The Bible recognizes three classes of workers placed in the church: (1) Prophets, chosen by God alone. (2) Apostles, evangelists, pastors, and teachers. All such should be called of God, in cooperation with the church, and sent forth as messengers of the churches. (3) Elders, deacons, and such others as may be necessary to carry the responsibility of leadership in the local church. These are chosen by the church to serve for a period of one year.
How may these church officers be chosen and elected by the church ? First, a nominating committee must be chosen. The methods recommended in the "Church Manual," page 66, work fairly well. I have tried them with varying degrees of success. But there is a more representative plan, which removes the possibility of the criticism that the church board brings upon itself by choosing and controlling the members of the nominating committee. Many of our larger churches now use this plan, and prefer it because it is more democratic than any other yet devised.
Appointment of Nominating Committee
This more representative plan calls for an enlargement of the church board by adding five or seven persons who are chosen by the church through the ballot method. These additional individuals sit with the church board to choose the nominating committee. Not later than the first Sabbath in November, the deacons should distribute ballots, upon which each church member may write the name of one person to sit with the church board in selecting the nominating committee. Obviously the present board members should not be named on the ballot, for they serve anyway. The deacons collect and count the ballots, and give to the pastor a list of the five or seven persons who have the highest count. The pastor reads the names to the congregation, declaring them chosen by ballot to meet with the church board to name the nominating committee.
This augmented board should remember that the goal of a nominating committee is, above all, to preserve unity and stability within the church. That is why the rules which govern the selection of such a committee should be stated at the beginning and kept in mind all through the procedure. Some of the rules which help in determining who shall serve on the nominating committee should be stated by the pastor, who is chairman of the board. These may include the following suggestive rules:
First, nominations should be limited to one to a person: In this way one can quickly get twelve to fifteen names on the blackboard for consideration. Second, it is agreed that all persons eligible for such an important committee must be of good judgment, and loyal to every point of doctrine taught by the church. Third, the General Conference recommends that a member representing the Missionary Volunteer Society should serve on this committee. Fourth, ethics demand that the membership of the nominating committee be distributed among the various families of the church, rather than among relatives or members within the same family. Also, the majority of the committee should not be church-board members. For example, a committee of seven could properly and ethically consist of four persons not serving on the church board and three church-board members. This removes any chance of the board's perpetuating itself.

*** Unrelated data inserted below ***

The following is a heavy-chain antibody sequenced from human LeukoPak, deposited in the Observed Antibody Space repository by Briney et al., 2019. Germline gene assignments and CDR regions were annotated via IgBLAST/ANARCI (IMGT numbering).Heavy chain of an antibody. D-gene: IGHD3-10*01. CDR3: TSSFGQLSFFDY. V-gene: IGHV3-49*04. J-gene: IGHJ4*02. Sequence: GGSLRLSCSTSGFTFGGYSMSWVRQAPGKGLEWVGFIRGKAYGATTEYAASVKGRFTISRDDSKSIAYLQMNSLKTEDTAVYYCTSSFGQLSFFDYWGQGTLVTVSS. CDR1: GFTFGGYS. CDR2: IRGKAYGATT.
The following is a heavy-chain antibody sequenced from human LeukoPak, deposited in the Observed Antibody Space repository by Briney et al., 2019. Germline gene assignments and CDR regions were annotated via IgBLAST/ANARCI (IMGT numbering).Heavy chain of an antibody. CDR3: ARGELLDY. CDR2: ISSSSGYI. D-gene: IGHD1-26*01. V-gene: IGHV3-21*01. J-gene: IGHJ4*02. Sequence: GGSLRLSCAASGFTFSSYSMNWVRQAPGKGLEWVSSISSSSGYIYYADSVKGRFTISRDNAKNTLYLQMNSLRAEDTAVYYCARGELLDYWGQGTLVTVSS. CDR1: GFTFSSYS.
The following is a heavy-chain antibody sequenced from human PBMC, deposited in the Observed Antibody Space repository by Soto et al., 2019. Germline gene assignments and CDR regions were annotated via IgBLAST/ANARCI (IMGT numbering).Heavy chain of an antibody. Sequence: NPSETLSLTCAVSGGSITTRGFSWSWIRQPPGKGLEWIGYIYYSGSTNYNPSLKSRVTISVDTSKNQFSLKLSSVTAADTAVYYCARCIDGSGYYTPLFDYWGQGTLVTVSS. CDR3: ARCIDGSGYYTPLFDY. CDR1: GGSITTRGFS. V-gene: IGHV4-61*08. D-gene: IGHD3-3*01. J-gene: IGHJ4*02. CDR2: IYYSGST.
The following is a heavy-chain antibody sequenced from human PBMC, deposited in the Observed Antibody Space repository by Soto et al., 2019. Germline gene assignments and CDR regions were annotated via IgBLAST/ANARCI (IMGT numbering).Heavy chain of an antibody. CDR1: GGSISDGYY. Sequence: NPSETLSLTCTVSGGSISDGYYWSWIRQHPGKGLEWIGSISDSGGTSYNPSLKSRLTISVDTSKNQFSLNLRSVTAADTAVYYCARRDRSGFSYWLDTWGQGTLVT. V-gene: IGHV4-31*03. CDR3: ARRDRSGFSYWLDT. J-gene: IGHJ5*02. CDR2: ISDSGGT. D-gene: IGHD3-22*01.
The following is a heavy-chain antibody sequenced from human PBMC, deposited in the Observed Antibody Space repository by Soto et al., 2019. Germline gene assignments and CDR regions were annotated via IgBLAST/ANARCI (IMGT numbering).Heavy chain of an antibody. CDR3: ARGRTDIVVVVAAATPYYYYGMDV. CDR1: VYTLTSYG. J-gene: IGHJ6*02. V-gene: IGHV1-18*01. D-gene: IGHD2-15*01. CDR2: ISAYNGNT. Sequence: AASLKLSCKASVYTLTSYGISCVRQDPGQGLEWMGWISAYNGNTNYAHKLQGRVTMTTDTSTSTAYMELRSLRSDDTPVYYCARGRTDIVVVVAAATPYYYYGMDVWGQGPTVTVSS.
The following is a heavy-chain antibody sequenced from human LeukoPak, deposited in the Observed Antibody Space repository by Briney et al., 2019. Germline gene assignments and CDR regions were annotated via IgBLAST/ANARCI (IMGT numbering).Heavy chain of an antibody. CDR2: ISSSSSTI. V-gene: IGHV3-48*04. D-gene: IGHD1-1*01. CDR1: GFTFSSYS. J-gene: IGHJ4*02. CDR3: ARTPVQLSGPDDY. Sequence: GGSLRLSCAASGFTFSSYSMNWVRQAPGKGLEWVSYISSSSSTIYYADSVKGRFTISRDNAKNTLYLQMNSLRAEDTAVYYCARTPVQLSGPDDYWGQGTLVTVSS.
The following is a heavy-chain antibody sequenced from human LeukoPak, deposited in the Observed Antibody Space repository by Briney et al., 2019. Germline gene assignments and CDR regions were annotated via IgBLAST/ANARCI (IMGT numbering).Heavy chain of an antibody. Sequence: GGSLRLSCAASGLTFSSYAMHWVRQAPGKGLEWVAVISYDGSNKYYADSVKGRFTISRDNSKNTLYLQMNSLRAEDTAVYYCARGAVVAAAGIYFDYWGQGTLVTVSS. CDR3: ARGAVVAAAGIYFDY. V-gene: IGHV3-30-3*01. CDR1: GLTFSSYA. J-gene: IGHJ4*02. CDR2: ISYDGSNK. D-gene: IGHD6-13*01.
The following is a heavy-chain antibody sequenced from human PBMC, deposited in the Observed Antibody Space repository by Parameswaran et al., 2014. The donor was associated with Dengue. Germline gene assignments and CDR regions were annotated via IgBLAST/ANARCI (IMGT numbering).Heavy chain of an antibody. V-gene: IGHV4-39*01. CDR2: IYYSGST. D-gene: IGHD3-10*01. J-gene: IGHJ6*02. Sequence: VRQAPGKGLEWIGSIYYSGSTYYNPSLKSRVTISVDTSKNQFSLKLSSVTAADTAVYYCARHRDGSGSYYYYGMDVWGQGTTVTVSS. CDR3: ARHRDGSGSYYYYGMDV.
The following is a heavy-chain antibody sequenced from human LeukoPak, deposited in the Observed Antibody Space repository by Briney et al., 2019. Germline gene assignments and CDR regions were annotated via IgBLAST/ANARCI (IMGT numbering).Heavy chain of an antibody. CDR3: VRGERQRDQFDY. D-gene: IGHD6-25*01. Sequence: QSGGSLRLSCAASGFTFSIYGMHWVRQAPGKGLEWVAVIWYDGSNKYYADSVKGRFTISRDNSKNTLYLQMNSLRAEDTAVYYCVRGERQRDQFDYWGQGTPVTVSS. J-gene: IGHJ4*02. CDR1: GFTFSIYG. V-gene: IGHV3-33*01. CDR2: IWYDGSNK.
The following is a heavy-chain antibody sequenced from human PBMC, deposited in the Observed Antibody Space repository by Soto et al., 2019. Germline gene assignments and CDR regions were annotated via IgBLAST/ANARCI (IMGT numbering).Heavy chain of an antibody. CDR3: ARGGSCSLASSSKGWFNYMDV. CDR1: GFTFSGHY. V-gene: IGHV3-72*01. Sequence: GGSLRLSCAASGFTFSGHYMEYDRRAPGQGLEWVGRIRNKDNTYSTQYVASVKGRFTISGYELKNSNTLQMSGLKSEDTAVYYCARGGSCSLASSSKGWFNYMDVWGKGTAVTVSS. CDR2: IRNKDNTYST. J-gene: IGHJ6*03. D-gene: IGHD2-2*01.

If the pastor as chairman of this enlarged board would state these simple rules of fair play that are so self-evident, the result could yield dividends of harmony and cooperation that presage success in getting a well-chosen committee. The old rule was that the first person chosen automatically served as chairman. But it is a wiser plan for the larger board to give study to the one who should serve as chairman of the nominating committee. After the five or seven committee members have been agreed upon, the chairman should be named by this larger board.
Choosing church officers is a serious and important work. A square peg does not fit in a round hole. Neither does a man fit into a church office for which he is not suited. Men do not select their automobiles on snap judgment. They weigh the advantages of one over the other, and then decide upon the one that will best serve their needs. They examine, compare, and test. Careful thought and prayerful study should enter into the work of the nominating committee as men and women are chosen for church leadership. This would avoid many ills that develop in our churches. No one should be elected to church office who is not a church member, of course. Our churches would do well to take their church elections more seriously, praying that wisdom should prevail in the choice of names to be presented for election.
It is a mistake to play, as it were, the game of -fruit basket upset" with church officers, merely changing for the sake of change. Too great a change in one year does not build up a church. If the solidity of a church is to be preserved, not more than a third of the officers should be changed in a given year. This would always leave a two-thirds remainder, tying the former year's work with that of the incoming year. Furthermore, with this suggested program there could be a complete turnover of officers in three years, if desired. This gives a variety of leadership without risking the stability of the church. In our larger churches there are fifty-five or sixty officers and assistants to be nominated and elected in all the departments and divisions of the church and Sabbath school. Nothing must be done to weaken any branch of work in the church.